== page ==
Insurance attorneys understand that when a claim gets denied that the majority of the time, the insured will either walk away or will hire an attorney to fight the claim denial. When the claim is denied and an attorney is hired, the case is going to end up a lawsuit. One weapon used by insurance companies in litigation is to litigate the case up to a point and then file a motion for summary judgement.
Understanding how the courts view motions for summary judgment is vital to being able to prepare for and handle these situations. The motion for summary judgment standard is briefly discussed in a case from the Northern District of Texas, Wichita Falls Division. The case is styled, Great Lakes Insurance SE v. Horton Family Trust, LLC.
The facts of this case can be read in the opinion. The focus here is the way the courts look at motions for summary judgment.
Pursuant to Rule 56(a), the Court may grant summary judgment where the pleadings and evidence show “that there is no genuine dispute as to any material fact and the movant is entitled to judgment as a matter of law.” According to the 1986, United States Supreme Court opinion styled, Celotex Corp. v. Catrett, summary judgment is not “a disfavored procedural shortcut,” but rather an “integral part of the Federal Rules as a whole, which are designed ‘to secure the just, speedy and inexpensive determination of every action.’”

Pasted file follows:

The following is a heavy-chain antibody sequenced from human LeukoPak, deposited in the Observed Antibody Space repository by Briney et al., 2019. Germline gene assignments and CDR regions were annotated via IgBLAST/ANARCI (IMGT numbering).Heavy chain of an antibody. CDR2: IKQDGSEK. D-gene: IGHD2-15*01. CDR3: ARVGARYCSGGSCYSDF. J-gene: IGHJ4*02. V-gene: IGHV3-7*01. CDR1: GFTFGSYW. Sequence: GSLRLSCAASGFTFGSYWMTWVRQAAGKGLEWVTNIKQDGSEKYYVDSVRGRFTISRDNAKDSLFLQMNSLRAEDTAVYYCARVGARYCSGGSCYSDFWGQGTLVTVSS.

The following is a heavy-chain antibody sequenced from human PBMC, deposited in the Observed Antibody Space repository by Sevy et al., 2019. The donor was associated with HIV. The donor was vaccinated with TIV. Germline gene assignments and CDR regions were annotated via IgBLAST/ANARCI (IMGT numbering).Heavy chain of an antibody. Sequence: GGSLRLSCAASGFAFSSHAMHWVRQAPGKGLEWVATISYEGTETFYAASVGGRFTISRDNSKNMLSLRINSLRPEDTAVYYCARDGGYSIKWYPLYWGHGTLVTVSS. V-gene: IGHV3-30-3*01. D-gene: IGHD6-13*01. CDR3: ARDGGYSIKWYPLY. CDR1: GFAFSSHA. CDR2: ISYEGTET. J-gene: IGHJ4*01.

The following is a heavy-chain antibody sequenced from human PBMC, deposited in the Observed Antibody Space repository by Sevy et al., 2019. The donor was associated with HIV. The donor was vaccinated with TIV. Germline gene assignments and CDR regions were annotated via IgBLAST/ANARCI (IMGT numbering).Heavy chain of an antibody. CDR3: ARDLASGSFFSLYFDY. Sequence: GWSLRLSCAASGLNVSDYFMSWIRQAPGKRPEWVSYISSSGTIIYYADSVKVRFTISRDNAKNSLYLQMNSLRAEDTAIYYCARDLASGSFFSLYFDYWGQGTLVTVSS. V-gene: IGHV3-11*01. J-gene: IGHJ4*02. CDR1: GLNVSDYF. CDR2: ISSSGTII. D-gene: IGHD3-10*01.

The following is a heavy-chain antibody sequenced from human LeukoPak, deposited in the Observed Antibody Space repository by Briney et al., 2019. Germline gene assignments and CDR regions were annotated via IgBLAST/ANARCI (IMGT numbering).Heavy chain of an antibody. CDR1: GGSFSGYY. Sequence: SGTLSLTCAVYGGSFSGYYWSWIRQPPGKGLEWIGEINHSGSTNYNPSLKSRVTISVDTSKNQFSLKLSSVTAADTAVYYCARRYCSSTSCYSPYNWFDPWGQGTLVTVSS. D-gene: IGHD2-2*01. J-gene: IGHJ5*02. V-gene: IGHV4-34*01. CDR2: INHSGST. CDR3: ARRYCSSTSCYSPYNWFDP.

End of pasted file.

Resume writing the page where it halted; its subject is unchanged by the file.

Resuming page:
The substantive law will identify which facts are material. A genuine dispute as to any material fact exists if the evidence is such that a reasonable jury could return a verdict for the nonmoving party. The movant must inform the court of the basis of its motion and demonstrate from the record that no genuine dispute as to any material fact exists. The party opposing summary judgment is required to identify specific evidence in the record and to articulate the precise manner in which that evidence supports his or her claim.
When reviewing the evidence on a motion for summary judgment, courts must resolve all reasonable doubts and draw all reasonable inferences in the light most favorable to the non–movant. The court cannot make a credibility determination in light of conflicting evidence or competing inferences. If there appears to be some support for disputed allegations, such that reasonable minds could differ as to the import of the evidence, the court must deny the motion.
Insurance attorneys must approach and litigate their clients’ cases with this summary judgment standard in mind.